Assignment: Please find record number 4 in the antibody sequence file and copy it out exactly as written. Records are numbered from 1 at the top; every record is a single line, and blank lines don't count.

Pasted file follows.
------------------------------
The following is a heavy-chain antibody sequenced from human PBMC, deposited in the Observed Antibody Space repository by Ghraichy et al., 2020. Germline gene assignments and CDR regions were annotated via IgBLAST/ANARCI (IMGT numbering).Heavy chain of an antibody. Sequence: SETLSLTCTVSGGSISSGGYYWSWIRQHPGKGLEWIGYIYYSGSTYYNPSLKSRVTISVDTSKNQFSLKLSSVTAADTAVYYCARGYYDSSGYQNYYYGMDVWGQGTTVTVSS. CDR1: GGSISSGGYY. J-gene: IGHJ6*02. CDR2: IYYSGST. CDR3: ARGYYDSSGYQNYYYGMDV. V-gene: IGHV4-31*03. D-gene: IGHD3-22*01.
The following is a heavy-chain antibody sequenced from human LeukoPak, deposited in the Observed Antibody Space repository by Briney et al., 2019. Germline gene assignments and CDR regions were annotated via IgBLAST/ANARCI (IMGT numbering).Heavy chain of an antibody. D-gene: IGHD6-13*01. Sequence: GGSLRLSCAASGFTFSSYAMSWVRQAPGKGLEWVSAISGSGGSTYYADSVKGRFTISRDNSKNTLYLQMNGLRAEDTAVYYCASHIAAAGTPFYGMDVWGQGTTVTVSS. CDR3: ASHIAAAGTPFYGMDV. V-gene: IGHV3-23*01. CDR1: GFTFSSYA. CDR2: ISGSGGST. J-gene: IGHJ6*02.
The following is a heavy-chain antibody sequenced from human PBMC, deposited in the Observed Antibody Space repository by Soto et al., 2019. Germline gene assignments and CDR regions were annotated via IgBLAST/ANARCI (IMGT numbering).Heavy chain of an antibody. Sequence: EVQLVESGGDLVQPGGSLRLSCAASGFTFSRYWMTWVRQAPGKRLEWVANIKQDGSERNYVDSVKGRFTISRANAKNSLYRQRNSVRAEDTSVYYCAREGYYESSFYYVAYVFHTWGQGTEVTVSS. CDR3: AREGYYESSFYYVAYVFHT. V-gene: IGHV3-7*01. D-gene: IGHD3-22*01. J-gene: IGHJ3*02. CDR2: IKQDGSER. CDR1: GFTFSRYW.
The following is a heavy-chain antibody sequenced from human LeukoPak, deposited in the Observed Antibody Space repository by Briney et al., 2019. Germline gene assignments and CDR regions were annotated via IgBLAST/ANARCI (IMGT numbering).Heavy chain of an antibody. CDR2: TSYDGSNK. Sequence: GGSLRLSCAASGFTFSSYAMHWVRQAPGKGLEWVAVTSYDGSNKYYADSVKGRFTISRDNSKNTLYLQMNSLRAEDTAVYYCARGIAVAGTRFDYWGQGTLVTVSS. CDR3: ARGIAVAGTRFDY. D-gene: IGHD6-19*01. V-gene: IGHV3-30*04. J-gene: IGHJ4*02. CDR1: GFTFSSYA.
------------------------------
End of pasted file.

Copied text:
The following is a heavy-chain antibody sequenced from human LeukoPak, deposited in the Observed Antibody Space repository by Briney et al., 2019. Germline gene assignments and CDR regions were annotated via IgBLAST/ANARCI (IMGT numbering).Heavy chain of an antibody. CDR2: TSYDGSNK. Sequence: GGSLRLSCAASGFTFSSYAMHWVRQAPGKGLEWVAVTSYDGSNKYYADSVKGRFTISRDNSKNTLYLQMNSLRAEDTAVYYCARGIAVAGTRFDYWGQGTLVTVSS. CDR3: ARGIAVAGTRFDY. D-gene: IGHD6-19*01. V-gene: IGHV3-30*04. J-gene: IGHJ4*02. CDR1: GFTFSSYA.